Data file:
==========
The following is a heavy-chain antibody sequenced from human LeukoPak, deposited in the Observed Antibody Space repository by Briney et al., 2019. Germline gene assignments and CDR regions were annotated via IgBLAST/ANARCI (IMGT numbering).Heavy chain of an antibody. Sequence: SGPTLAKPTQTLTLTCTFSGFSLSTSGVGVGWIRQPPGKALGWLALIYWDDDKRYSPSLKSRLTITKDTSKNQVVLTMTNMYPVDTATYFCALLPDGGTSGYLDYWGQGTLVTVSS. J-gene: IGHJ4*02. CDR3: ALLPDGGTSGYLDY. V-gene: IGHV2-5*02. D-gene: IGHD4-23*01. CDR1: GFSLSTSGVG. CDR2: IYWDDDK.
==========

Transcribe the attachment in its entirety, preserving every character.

The following is a heavy-chain antibody sequenced from human LeukoPak, deposited in the Observed Antibody Space repository by Briney et al., 2019. Germline gene assignments and CDR regions were annotated via IgBLAST/ANARCI (IMGT numbering).Heavy chain of an antibody. Sequence: SGPTLAKPTQTLTLTCTFSGFSLSTSGVGVGWIRQPPGKALGWLALIYWDDDKRYSPSLKSRLTITKDTSKNQVVLTMTNMYPVDTATYFCALLPDGGTSGYLDYWGQGTLVTVSS. J-gene: IGHJ4*02. CDR3: ALLPDGGTSGYLDY. V-gene: IGHV2-5*02. D-gene: IGHD4-23*01. CDR1: GFSLSTSGVG. CDR2: IYWDDDK.